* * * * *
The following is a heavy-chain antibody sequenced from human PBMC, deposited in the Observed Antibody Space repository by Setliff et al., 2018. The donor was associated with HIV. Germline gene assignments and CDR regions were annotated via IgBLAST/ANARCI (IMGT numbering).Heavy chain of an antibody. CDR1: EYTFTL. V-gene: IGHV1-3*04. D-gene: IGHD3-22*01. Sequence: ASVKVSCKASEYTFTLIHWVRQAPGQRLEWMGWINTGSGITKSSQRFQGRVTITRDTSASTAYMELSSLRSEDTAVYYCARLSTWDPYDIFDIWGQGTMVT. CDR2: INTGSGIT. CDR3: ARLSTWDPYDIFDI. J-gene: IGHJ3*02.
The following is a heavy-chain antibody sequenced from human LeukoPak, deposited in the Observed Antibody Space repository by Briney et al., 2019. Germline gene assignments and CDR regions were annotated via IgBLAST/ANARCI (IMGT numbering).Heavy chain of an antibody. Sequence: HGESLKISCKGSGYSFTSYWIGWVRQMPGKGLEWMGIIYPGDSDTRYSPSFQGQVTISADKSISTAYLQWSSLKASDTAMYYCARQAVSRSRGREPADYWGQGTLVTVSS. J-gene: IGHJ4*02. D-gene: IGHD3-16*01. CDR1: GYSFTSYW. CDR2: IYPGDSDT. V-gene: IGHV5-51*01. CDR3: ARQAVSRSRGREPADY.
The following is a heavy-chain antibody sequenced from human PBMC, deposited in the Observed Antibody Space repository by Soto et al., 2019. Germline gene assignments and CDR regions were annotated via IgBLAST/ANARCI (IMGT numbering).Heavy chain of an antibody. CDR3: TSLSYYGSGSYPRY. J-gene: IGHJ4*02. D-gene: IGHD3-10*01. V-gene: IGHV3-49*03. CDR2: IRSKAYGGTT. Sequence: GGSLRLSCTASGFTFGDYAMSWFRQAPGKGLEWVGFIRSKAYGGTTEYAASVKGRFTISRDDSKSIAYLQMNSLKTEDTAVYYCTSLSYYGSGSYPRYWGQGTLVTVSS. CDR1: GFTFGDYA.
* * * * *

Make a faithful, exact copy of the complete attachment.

The following is a heavy-chain antibody sequenced from human PBMC, deposited in the Observed Antibody Space repository by Setliff et al., 2018. The donor was associated with HIV. Germline gene assignments and CDR regions were annotated via IgBLAST/ANARCI (IMGT numbering).Heavy chain of an antibody. CDR1: EYTFTL. V-gene: IGHV1-3*04. D-gene: IGHD3-22*01. Sequence: ASVKVSCKASEYTFTLIHWVRQAPGQRLEWMGWINTGSGITKSSQRFQGRVTITRDTSASTAYMELSSLRSEDTAVYYCARLSTWDPYDIFDIWGQGTMVT. CDR2: INTGSGIT. CDR3: ARLSTWDPYDIFDI. J-gene: IGHJ3*02.
The following is a heavy-chain antibody sequenced from human LeukoPak, deposited in the Observed Antibody Space repository by Briney et al., 2019. Germline gene assignments and CDR regions were annotated via IgBLAST/ANARCI (IMGT numbering).Heavy chain of an antibody. Sequence: HGESLKISCKGSGYSFTSYWIGWVRQMPGKGLEWMGIIYPGDSDTRYSPSFQGQVTISADKSISTAYLQWSSLKASDTAMYYCARQAVSRSRGREPADYWGQGTLVTVSS. J-gene: IGHJ4*02. D-gene: IGHD3-16*01. CDR1: GYSFTSYW. CDR2: IYPGDSDT. V-gene: IGHV5-51*01. CDR3: ARQAVSRSRGREPADY.
The following is a heavy-chain antibody sequenced from human PBMC, deposited in the Observed Antibody Space repository by Soto et al., 2019. Germline gene assignments and CDR regions were annotated via IgBLAST/ANARCI (IMGT numbering).Heavy chain of an antibody. CDR3: TSLSYYGSGSYPRY. J-gene: IGHJ4*02. D-gene: IGHD3-10*01. V-gene: IGHV3-49*03. CDR2: IRSKAYGGTT. Sequence: GGSLRLSCTASGFTFGDYAMSWFRQAPGKGLEWVGFIRSKAYGGTTEYAASVKGRFTISRDDSKSIAYLQMNSLKTEDTAVYYCTSLSYYGSGSYPRYWGQGTLVTVSS. CDR1: GFTFGDYA.